Learning comes from paying attention, and the best way to capture attention is through novelty.
Another way to create novelty is to simply vary the propulsive surface area every repetition or every couple of repetitions.
For instance, if you’re doing 6x50, you can do the odd swims with paddles and the even swims with normal hands.
In this way, you’re switching what you’re feeling every swim. The goal is to make the hands swimming feel as strong as the paddles swimming.
This is a very simple version.
You can create a lot more variation and even use contrasting variations.
Like with using contrast, there a few different levels of practice to engage in.
Step 1. Pay attention.
Using the example above, what’s the difference between using paddles and not using paddles?
How does it feel different?
Where does it feel different?
Where is the pressure different?
Is it a consistent difference, or do the differences change over time?
The key here is to begin to pay attention and notice differences.
Step 2. Create change.
Just like when there is contrast, the next step is to try to reduce the differences in sensation when you lose surface area.
With the example above, when you take the paddles off, the goal is now to try to ensure that there is no loss in pressure with the smaller surface area.
You’re going to need to use what you’re feeling to inform how you’re moving- the essence of great feel for the water.
Step 3. Use metrics.
Now you’re going to keep track of how your speed and stroke count change when you change the surface area of your hands.
If you ADD surface area, these numbers should improve.
If you’re doing a set and you add paddles, the goal should be to swim faster and longer. In contrast, if you take your paddles off, the goal should be to MAINTAIN your speed and stroke counts, even though you have less surface area to work with.
This is how you learn to get more from less.
Variation works particularly well when you keep track of your metrics.
For instance, you can perform sets where you reduce your surface area every couple repetitions and try to maintain your efficiency and/or effectiveness.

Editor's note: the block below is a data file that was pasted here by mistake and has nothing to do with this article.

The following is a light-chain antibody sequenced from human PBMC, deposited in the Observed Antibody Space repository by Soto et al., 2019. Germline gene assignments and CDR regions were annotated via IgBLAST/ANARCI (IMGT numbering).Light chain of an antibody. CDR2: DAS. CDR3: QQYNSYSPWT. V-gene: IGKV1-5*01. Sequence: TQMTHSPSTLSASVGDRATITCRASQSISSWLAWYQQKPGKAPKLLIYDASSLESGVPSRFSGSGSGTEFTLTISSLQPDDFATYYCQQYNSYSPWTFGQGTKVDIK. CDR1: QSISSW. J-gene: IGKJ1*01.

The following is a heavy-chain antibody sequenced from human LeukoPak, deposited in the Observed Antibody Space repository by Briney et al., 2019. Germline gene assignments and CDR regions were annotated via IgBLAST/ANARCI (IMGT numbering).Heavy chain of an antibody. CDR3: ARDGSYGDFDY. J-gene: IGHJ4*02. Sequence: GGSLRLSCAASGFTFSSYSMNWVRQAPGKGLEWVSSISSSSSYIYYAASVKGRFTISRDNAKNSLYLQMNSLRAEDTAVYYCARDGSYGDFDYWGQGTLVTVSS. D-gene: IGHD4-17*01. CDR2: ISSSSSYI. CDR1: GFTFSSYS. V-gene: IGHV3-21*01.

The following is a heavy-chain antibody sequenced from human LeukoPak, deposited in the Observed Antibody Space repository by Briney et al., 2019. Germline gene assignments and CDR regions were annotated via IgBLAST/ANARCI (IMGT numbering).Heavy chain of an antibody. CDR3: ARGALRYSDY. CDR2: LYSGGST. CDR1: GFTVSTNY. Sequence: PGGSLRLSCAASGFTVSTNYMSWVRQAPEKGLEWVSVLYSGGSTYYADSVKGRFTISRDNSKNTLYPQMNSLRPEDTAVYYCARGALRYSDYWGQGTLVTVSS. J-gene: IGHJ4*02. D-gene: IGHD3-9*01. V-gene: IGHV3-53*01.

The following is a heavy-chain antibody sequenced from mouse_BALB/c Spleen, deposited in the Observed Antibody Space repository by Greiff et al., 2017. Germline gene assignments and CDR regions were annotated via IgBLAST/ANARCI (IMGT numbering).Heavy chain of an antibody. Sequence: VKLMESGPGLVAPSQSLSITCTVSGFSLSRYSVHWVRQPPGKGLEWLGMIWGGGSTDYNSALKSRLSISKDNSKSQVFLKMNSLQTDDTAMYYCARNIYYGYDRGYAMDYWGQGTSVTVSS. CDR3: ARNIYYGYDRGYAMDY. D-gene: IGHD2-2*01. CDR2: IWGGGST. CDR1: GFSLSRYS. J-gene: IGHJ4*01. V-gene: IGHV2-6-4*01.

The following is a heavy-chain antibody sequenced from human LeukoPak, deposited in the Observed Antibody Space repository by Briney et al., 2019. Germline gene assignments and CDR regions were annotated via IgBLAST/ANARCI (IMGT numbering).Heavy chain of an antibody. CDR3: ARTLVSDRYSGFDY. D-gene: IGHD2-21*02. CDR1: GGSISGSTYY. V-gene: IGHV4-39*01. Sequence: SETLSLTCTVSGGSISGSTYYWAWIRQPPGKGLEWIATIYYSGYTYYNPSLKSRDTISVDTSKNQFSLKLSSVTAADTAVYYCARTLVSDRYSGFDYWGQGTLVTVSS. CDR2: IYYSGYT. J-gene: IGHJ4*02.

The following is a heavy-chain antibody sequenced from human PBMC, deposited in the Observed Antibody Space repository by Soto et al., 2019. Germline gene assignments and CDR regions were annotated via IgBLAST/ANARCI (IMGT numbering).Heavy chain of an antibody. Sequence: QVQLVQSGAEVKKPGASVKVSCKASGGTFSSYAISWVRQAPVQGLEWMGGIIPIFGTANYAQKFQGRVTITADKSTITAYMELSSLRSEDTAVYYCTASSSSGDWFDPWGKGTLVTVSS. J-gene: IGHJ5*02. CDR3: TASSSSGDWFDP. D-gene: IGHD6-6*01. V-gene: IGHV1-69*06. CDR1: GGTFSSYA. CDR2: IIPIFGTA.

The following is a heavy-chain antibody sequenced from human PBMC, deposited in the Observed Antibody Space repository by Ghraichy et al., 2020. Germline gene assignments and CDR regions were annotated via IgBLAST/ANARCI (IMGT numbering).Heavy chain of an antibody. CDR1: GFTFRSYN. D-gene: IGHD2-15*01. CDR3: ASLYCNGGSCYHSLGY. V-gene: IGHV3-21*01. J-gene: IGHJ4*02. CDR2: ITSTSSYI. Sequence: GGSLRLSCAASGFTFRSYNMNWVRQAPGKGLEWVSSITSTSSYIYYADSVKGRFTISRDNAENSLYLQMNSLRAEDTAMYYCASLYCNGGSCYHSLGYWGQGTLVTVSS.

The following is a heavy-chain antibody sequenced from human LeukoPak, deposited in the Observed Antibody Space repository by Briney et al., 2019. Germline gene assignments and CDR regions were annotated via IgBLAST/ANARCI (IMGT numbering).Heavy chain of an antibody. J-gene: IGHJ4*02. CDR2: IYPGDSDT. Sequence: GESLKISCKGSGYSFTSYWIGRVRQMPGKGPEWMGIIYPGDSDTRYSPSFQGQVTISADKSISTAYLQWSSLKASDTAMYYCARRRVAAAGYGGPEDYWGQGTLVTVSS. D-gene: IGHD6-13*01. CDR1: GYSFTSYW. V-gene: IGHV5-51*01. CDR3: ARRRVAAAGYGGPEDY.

You can only do this be learning to better manipulate the water. You’re learning to FEEL differently to SWIM differently.
This can be varying set-ups or varying contrasts.
You can use any combination of paddles, regular hands, hand configurations, or tennis balls.
The options are almost limitless.
Manipulate Your Hands
The hands are THE critical most area of the body for fast swimming.
They are the key point of interaction with the water, they sense the water more than any other part of the body, and they are most responsible for creating the propulsion required for fast swimming.
The hands are key.
Because the hands are so central to feeling the water and fast swimming, it only makes sense to manipulate how the hands work.
Doing so allows you to better to accomplish two critical tasks.
It allows you to learn to better tune into the feedback that the water is providing, and it allows you to explore different ways of creating propulsion.
Manipulating the hands allows you to do better do what the hands are designed to do.
As with most of the tools we’ll use, manipulating the hands is about exploration.
Play with different surface areas, vary those surface areas, and contrast those surface areas.
Over time, you’ll become much more attuned to what they water is telling you, and you’ll be able to use that information to create more speed with each and every stroke.
Faster. Easier. Better.